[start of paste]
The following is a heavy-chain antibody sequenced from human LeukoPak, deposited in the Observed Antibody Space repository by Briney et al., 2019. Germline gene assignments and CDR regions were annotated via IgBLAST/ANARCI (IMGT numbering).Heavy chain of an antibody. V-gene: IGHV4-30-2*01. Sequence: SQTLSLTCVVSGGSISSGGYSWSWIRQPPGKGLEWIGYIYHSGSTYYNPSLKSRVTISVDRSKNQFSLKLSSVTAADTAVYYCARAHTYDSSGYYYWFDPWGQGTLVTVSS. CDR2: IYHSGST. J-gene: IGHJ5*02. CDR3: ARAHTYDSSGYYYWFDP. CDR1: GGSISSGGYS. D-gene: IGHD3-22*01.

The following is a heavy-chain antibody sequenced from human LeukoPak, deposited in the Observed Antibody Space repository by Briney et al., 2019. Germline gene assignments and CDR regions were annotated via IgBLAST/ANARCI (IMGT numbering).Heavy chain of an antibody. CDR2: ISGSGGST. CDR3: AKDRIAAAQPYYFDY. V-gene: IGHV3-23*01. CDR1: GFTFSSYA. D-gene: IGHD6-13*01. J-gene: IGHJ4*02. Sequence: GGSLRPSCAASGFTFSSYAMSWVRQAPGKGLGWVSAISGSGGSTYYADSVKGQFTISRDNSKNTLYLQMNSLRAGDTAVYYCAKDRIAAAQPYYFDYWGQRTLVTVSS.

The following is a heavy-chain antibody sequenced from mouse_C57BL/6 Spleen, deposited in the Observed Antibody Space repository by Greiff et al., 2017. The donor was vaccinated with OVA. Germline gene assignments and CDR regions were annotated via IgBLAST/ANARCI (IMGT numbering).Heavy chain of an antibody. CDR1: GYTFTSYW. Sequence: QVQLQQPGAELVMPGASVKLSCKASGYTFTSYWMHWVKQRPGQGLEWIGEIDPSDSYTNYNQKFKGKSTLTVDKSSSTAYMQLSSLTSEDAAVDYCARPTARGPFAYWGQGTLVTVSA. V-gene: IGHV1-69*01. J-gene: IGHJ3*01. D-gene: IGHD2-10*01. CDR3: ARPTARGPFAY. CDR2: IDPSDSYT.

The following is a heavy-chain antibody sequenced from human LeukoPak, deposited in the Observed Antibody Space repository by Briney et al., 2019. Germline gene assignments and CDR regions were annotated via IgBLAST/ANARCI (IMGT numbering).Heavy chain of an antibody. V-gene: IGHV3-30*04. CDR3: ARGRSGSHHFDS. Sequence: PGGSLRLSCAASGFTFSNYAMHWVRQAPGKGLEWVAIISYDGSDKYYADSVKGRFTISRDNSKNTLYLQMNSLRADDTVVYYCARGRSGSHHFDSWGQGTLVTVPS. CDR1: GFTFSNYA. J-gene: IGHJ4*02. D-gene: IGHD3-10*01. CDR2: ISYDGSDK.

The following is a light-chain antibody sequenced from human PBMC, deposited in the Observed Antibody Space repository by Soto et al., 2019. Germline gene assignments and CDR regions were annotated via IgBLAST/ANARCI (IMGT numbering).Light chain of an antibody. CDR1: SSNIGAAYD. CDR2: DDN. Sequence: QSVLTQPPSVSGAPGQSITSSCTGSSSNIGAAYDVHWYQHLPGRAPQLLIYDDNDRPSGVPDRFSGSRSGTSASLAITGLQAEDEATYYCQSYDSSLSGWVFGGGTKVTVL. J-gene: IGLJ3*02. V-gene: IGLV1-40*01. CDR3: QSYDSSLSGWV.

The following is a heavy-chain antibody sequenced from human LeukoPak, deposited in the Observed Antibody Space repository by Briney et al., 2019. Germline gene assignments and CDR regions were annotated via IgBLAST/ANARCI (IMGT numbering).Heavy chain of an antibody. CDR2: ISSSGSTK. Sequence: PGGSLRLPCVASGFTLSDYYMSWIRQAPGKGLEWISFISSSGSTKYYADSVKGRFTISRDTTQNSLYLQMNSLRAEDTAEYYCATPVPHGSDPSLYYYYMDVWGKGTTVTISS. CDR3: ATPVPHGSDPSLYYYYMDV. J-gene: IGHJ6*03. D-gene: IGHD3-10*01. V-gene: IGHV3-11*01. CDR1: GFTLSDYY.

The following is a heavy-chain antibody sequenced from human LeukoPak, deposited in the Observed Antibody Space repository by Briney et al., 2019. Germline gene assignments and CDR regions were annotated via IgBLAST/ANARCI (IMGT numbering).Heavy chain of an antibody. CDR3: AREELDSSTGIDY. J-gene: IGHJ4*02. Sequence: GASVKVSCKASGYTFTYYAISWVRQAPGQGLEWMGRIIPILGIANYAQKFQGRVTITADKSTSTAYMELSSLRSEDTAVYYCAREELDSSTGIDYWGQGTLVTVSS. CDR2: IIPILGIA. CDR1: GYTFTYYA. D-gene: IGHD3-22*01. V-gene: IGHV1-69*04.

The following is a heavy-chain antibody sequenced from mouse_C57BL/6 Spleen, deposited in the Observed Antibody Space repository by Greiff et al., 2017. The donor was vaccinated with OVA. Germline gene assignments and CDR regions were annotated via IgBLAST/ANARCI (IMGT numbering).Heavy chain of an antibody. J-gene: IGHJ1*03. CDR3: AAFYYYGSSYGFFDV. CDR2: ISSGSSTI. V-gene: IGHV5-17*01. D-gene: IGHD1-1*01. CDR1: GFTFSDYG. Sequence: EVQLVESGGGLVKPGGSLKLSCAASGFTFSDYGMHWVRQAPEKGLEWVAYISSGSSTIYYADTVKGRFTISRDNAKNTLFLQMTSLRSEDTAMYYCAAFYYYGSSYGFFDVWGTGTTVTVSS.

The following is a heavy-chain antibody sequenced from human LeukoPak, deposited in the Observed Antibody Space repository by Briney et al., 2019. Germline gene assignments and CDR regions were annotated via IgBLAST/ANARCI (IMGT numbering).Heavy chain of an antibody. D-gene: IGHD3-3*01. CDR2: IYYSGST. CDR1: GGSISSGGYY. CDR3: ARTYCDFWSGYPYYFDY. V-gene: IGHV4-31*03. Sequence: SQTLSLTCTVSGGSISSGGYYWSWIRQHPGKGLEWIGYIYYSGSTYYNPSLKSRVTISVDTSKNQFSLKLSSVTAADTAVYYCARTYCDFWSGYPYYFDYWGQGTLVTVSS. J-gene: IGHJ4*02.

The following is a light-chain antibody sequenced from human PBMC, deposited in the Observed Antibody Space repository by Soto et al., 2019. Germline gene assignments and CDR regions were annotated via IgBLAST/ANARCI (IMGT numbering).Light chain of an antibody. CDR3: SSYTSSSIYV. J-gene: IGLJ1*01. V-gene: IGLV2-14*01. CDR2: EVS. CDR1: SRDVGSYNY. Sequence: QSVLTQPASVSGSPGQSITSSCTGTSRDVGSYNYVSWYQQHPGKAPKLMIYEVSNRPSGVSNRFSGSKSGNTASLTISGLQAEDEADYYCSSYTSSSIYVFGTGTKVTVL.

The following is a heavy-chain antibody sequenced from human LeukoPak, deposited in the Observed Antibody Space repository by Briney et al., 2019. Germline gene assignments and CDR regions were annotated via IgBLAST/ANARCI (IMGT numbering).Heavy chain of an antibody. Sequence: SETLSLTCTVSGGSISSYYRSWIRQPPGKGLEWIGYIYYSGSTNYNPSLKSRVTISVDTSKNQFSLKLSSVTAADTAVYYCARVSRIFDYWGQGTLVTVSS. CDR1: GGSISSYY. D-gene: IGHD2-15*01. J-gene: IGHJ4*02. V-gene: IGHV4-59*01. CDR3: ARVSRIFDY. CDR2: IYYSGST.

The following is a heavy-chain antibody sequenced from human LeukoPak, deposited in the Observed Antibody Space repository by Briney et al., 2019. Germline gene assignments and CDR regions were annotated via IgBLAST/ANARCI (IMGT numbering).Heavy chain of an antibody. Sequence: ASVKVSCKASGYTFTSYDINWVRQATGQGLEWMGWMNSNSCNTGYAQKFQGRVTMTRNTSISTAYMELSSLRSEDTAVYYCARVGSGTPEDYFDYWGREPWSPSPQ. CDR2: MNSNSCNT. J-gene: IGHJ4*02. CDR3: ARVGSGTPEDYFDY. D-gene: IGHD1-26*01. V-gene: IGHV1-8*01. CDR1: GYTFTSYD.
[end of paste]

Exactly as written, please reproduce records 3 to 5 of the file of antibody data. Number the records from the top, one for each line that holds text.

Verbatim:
The following is a heavy-chain antibody sequenced from mouse_C57BL/6 Spleen, deposited in the Observed Antibody Space repository by Greiff et al., 2017. The donor was vaccinated with OVA. Germline gene assignments and CDR regions were annotated via IgBLAST/ANARCI (IMGT numbering).Heavy chain of an antibody. CDR1: GYTFTSYW. Sequence: QVQLQQPGAELVMPGASVKLSCKASGYTFTSYWMHWVKQRPGQGLEWIGEIDPSDSYTNYNQKFKGKSTLTVDKSSSTAYMQLSSLTSEDAAVDYCARPTARGPFAYWGQGTLVTVSA. V-gene: IGHV1-69*01. J-gene: IGHJ3*01. D-gene: IGHD2-10*01. CDR3: ARPTARGPFAY. CDR2: IDPSDSYT.

The following is a heavy-chain antibody sequenced from human LeukoPak, deposited in the Observed Antibody Space repository by Briney et al., 2019. Germline gene assignments and CDR regions were annotated via IgBLAST/ANARCI (IMGT numbering).Heavy chain of an antibody. V-gene: IGHV3-30*04. CDR3: ARGRSGSHHFDS. Sequence: PGGSLRLSCAASGFTFSNYAMHWVRQAPGKGLEWVAIISYDGSDKYYADSVKGRFTISRDNSKNTLYLQMNSLRADDTVVYYCARGRSGSHHFDSWGQGTLVTVPS. CDR1: GFTFSNYA. J-gene: IGHJ4*02. D-gene: IGHD3-10*01. CDR2: ISYDGSDK.

The following is a light-chain antibody sequenced from human PBMC, deposited in the Observed Antibody Space repository by Soto et al., 2019. Germline gene assignments and CDR regions were annotated via IgBLAST/ANARCI (IMGT numbering).Light chain of an antibody. CDR1: SSNIGAAYD. CDR2: DDN. Sequence: QSVLTQPPSVSGAPGQSITSSCTGSSSNIGAAYDVHWYQHLPGRAPQLLIYDDNDRPSGVPDRFSGSRSGTSASLAITGLQAEDEATYYCQSYDSSLSGWVFGGGTKVTVL. J-gene: IGLJ3*02. V-gene: IGLV1-40*01. CDR3: QSYDSSLSGWV.